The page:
Both roles are crucial to the performance of a manager.  But few managers actually appear to be competent at both.  As most managers tend to be former players and/or older men who are, uh, perhaps, more set in their ways, they tend to make in-game decisions relying on either a.) not enough statistical data (i.e. rely on their guts) and/or b.) the wrong statistical data (e.g. small sample size batter vs. pitcher data).  With all of the information that is becoming available to us through more and more advanced statistics, it seems like we are getting closer to understanding the ideal choice in nearly any game situation.  But given the level of mathematical inclination required to truly understand advanced stats (much less develop newer and better models than your competition), it almost seems too much to ask for one man to be responsible for both Strategy and People.

So how about having co-managers, one for each role?  Alternatively, each team should employ a strategy guru that would be on the field and have discretion to make most on-field decisions, while ultimately reporting to the manager or the front office.  Look, I can tell you right now that I think I could handle the Strategy role for a major league baseball team; but from the People perspective, I don’t know if I could command the respect of a clubhouse with no baseball experience whatsoever.

But then again, maybe it doesn’t matter.  I do think the People role is important, but how much does it really matter?  Is there any way to quantify this in terms of wins and losses?  Most people would say that Leyland was good at the People part of his job, but I would say that his Tigers teams of the last few years have underperformed, despite the playoff appearances.  We have enshrined Bobby Cox, Tony LaRussa and Joe Torre into the Hall of Fame as managers, but we still don’t know definitively whether they were great leaders of men or just lucky enough to have been carried to championships by amazing players.

Do we even need field managers at all?  Honestly, they kind of look bored most of the time.  Can’t all of the Strategy decisions be handled by someone like the general manager, who can make those calls from a luxury box?  Can’t one of the players, like a team captain, handle the People portion of the role?  The demise of the player/manager role in baseball makes me slightly sad; I remember getting a Pete Rose baseball card when I was a kid and saw his position listed as “1B-MGR” and my mind was blown.  He’s a player…AND a manager???  How cool is that?!

Ultimately, stats have come a long way in determining the value of what players do on the field.  And it seems like we are getting closer, at least, to understanding the value of what managers do on the field (check out this paper from MIT Sloan’s Sports Analytics Conference).  But we’re still a long ways away from being able to quantify the effect of good managers on an organization off the field, much less figure out which managers are actually good and which are bad.  I mean, I have a pretty good idea, but it’s pretty hard to prove that because Joe Maddon brings magicians into the Tampa Bay clubhouse the Rays actually win more games.  Maybe these effects can’t be quantified.  And if that’s true, I guess that’s fine.  I’m okay with the mystery.  I’m okay with not knowing anything about how Brad Ausmus, the manager, will perform this season.  Because it’s spring, and because hope is the answer to every unanswered question in the spring.  Everything is going to be okay.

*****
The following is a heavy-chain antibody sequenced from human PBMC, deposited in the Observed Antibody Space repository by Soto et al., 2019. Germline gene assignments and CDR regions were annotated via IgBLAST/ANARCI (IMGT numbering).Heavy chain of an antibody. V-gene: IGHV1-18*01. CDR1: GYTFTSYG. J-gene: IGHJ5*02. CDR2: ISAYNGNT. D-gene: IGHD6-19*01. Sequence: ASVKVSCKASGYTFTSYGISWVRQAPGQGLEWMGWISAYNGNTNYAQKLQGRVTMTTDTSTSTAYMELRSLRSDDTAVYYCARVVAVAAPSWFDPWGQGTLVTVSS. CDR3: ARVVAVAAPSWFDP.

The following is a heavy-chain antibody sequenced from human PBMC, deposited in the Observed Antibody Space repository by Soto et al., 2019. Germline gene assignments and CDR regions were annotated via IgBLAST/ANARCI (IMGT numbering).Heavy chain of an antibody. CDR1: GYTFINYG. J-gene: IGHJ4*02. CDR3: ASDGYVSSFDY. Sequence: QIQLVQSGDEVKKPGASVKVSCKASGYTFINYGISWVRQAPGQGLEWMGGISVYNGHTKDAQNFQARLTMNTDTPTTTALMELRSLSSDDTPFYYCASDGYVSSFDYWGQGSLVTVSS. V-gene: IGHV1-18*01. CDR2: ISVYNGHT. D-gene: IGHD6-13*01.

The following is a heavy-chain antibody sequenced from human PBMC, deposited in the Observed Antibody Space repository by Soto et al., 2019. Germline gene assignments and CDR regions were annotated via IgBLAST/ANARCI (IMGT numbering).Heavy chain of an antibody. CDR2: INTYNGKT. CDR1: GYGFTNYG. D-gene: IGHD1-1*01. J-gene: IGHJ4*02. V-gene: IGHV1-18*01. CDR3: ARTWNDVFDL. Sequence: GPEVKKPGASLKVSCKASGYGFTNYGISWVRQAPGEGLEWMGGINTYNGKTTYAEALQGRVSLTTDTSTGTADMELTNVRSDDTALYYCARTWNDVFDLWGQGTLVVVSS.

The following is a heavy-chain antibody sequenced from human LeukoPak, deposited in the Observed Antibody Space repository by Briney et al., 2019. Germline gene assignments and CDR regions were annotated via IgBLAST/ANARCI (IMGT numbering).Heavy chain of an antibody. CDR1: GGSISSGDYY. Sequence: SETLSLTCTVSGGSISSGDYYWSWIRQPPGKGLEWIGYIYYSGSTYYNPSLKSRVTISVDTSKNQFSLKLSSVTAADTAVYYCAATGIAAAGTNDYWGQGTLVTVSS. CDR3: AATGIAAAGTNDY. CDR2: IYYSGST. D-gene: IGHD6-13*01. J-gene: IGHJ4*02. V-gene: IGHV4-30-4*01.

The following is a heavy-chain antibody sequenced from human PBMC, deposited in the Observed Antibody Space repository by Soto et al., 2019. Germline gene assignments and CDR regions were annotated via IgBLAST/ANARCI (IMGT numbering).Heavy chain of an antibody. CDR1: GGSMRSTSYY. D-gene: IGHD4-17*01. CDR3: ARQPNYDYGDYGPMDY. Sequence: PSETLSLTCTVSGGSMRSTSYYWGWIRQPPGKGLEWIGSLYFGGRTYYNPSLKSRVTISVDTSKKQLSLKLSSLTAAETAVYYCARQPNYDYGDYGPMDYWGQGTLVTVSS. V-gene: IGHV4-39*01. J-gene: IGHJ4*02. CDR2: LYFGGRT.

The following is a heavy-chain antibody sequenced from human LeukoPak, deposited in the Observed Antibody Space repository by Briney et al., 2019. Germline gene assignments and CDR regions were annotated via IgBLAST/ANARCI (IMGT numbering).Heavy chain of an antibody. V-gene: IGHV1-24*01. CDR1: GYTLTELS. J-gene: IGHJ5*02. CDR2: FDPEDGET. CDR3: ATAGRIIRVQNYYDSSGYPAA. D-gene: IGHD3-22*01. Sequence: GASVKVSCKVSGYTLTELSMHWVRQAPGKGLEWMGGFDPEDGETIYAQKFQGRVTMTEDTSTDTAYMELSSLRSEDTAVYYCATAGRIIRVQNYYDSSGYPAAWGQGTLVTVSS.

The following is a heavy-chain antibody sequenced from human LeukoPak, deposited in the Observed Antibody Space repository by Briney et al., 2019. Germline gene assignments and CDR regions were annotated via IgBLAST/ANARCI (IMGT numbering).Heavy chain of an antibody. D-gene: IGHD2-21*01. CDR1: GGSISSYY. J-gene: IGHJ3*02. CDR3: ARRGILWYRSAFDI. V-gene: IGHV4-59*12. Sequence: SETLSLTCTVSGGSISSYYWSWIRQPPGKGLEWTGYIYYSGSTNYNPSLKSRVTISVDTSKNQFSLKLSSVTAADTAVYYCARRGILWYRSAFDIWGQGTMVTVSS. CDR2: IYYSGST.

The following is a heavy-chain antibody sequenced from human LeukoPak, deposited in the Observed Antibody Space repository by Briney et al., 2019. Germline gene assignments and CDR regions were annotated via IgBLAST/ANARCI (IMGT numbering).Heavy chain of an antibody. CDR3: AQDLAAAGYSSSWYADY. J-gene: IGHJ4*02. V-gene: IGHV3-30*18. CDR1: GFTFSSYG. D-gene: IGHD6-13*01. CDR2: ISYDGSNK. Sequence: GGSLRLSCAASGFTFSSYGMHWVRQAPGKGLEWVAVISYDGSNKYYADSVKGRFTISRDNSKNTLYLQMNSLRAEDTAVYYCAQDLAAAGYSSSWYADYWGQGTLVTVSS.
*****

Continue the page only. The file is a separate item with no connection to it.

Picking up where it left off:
2008 Season Preview

I needed something fun and easy to read so I picked up “Now I Can Die in Peace” by Bill Simmons, a writer for ESPN.com.  Now, I have always enjoyed Simmons’ columns, I’ll admit that.  I would describe him sort of as like the average joe fan who turns out to be an above average writer.  Not a great writer; it’s a bit harder to read in book form and he definitely pales in comparison to other some-time ESPN contributers like Klosterman and Easterbrook.  Those guys are on a whole different level.

Regardless, the focus of the book is about the journey of the 2004 Red Sox and all their long-suffering fans.  86 years between world championships for them, 1918 to 2004 (quickly followed by 2007, of course).  And though Simmons’ refuses to use the word “curse” to describe the plight of Red Sox fans, he incessantly harps about how “this always happens to us”, saying how they’re so unlucky or this is so terrible, or it’s so hard to root for this team, blah blah blah.

What a bunch of whiny crap.

Look, unless you’re actually like 86 years old, I don’t buy any of this garbage about how long you’ve been suffering.  This guy is like 10 years older than me, so I’ll give him like 10 more years of following his team, so that takes him to around 1976 or 1977.  That’s like 30 seasons of baseball, out of which the Red Sox have only posted 5 seasons with losing records.  The most they lost in a single season in that span was 89 games.  They went to the playoffs 7 times from 1976 to 2003.  So why are you crying so much you gigantic baby.